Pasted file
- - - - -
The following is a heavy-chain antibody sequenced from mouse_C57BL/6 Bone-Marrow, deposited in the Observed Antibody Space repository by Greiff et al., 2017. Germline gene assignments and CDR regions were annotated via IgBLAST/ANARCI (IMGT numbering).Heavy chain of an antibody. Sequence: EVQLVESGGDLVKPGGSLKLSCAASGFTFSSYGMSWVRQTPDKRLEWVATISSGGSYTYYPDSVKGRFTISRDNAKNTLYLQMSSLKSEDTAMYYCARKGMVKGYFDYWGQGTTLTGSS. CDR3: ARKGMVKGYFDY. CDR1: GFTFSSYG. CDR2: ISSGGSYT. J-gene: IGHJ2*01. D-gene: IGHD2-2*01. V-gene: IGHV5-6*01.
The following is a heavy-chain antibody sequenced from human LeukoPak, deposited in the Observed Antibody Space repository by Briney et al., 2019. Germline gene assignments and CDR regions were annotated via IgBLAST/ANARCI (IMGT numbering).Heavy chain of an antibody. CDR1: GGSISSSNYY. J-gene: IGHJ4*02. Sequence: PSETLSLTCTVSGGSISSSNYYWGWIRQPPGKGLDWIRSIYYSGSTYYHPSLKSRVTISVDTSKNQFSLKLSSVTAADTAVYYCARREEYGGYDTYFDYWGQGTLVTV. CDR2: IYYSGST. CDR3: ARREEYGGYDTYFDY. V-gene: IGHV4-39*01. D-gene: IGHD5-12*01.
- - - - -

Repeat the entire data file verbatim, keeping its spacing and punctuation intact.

The following is a heavy-chain antibody sequenced from mouse_C57BL/6 Bone-Marrow, deposited in the Observed Antibody Space repository by Greiff et al., 2017. Germline gene assignments and CDR regions were annotated via IgBLAST/ANARCI (IMGT numbering).Heavy chain of an antibody. Sequence: EVQLVESGGDLVKPGGSLKLSCAASGFTFSSYGMSWVRQTPDKRLEWVATISSGGSYTYYPDSVKGRFTISRDNAKNTLYLQMSSLKSEDTAMYYCARKGMVKGYFDYWGQGTTLTGSS. CDR3: ARKGMVKGYFDY. CDR1: GFTFSSYG. CDR2: ISSGGSYT. J-gene: IGHJ2*01. D-gene: IGHD2-2*01. V-gene: IGHV5-6*01.
The following is a heavy-chain antibody sequenced from human LeukoPak, deposited in the Observed Antibody Space repository by Briney et al., 2019. Germline gene assignments and CDR regions were annotated via IgBLAST/ANARCI (IMGT numbering).Heavy chain of an antibody. CDR1: GGSISSSNYY. J-gene: IGHJ4*02. Sequence: PSETLSLTCTVSGGSISSSNYYWGWIRQPPGKGLDWIRSIYYSGSTYYHPSLKSRVTISVDTSKNQFSLKLSSVTAADTAVYYCARREEYGGYDTYFDYWGQGTLVTV. CDR2: IYYSGST. CDR3: ARREEYGGYDTYFDY. V-gene: IGHV4-39*01. D-gene: IGHD5-12*01.